NEW YORK -- The family of the little girl who was abducted on a camping trip in New York State earlier this year and found days later spoke out exclusively to ABC News.
"You always say this type of stuff doesn't happen to you but obviously it can happen to you," said Jené Sena, the victim's aunt.
It was a case that gripped the country.
"Pure torture, pure pure torture really, you're thinking like, what if this doesn't end soon? What if we can't find her, all of the what ifs," Sena said.
ABC News is not naming or showing the 9-year-old and blurring her face at the family's request. Her aunt spoke for the girl's family, fiercely protective of her, as she tries to regain a sense of normalcy.
"Honestly, it's been a roller coaster. She's a child that didn't ask for what happened to her. So, she's trying to resume her normal life," Sena said.
During a family camping trip at Moreau Lake State Park, the little girl was riding her bike with other family members around a loop when she decided to do one more lap on her own and then vanished.
Her sudden disappearance sparked a massive multi-agency manhunt for two days, with her family waiting in agony.
Then there was a bizarre break in the case. Law enforcement said a ransom note was slipped into her parents' mailbox while an officer was watching.
Fingerprints led authorities to Craig Ross, Jr., 47, who had been arrested for a DUI in 1999.
Authorities tracked him down in a trailer behind his mother's home, 13 miles from the victim's house.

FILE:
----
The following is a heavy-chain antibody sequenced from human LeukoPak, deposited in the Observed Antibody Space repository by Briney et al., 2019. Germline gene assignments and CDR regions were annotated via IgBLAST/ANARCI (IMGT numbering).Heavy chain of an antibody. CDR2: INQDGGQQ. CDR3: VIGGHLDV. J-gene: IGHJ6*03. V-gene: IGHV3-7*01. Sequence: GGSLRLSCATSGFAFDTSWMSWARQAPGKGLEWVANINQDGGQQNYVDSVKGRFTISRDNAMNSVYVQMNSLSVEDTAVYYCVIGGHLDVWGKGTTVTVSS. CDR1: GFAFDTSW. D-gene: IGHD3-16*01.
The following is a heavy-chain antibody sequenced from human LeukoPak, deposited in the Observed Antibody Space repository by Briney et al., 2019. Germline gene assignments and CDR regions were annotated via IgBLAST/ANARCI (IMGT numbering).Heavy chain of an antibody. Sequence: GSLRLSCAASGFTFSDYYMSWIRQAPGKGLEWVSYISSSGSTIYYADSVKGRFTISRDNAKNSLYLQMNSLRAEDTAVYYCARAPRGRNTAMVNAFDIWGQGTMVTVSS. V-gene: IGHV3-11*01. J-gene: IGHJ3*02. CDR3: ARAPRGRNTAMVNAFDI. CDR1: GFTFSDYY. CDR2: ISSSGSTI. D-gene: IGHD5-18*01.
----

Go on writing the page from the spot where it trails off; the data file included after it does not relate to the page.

Police say the 9-year-old was found alive in a cabinet.
"When you learned that your niece had been located, what was your reaction?" asked ABC's Erielle Reshef.
"I dropped to my knees, screaming," Sena said.
Ross, Jr. is now charged with nine counts of kidnapping and assault, he's pleaded not guilty.
"Unfortunately, the world we live in, there are predators out there. And so justice will be not only him being safely away to not do this to anyone else, but also her having, you know, a great support system and tools, and whatever she needs around her to move forward," Sena said.
"What do you want people to know and take away from your family's story?" Reshef asked.
"This isn't just a headline. This isn't just something to get clicks. This is a real person, a real child, a real family," Sena said.
She hopes it will lead to an increase in sensitivity in the legal system and in the public eye. As for the little girl, she will be spending Christmas reunited with her family.